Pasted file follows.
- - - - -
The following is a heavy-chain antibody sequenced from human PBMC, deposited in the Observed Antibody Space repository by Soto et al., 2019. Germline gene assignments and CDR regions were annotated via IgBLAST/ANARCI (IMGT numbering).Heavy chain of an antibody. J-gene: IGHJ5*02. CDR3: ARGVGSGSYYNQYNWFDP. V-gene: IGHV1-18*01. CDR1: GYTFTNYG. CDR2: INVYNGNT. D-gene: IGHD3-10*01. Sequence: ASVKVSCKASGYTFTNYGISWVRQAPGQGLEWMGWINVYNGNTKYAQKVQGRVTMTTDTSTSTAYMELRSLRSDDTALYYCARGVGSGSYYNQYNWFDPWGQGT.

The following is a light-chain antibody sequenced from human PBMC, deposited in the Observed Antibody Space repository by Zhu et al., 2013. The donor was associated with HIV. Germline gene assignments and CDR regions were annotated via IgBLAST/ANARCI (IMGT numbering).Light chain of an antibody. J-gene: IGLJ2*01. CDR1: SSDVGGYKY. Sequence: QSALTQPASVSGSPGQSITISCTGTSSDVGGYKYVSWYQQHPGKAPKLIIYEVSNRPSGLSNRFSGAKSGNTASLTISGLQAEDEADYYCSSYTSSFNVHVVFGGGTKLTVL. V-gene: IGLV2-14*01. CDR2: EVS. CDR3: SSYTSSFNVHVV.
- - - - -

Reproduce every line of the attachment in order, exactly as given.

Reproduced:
The following is a heavy-chain antibody sequenced from human PBMC, deposited in the Observed Antibody Space repository by Soto et al., 2019. Germline gene assignments and CDR regions were annotated via IgBLAST/ANARCI (IMGT numbering).Heavy chain of an antibody. J-gene: IGHJ5*02. CDR3: ARGVGSGSYYNQYNWFDP. V-gene: IGHV1-18*01. CDR1: GYTFTNYG. CDR2: INVYNGNT. D-gene: IGHD3-10*01. Sequence: ASVKVSCKASGYTFTNYGISWVRQAPGQGLEWMGWINVYNGNTKYAQKVQGRVTMTTDTSTSTAYMELRSLRSDDTALYYCARGVGSGSYYNQYNWFDPWGQGT.

The following is a light-chain antibody sequenced from human PBMC, deposited in the Observed Antibody Space repository by Zhu et al., 2013. The donor was associated with HIV. Germline gene assignments and CDR regions were annotated via IgBLAST/ANARCI (IMGT numbering).Light chain of an antibody. J-gene: IGLJ2*01. CDR1: SSDVGGYKY. Sequence: QSALTQPASVSGSPGQSITISCTGTSSDVGGYKYVSWYQQHPGKAPKLIIYEVSNRPSGLSNRFSGAKSGNTASLTISGLQAEDEADYYCSSYTSSFNVHVVFGGGTKLTVL. V-gene: IGLV2-14*01. CDR2: EVS. CDR3: SSYTSSFNVHVV.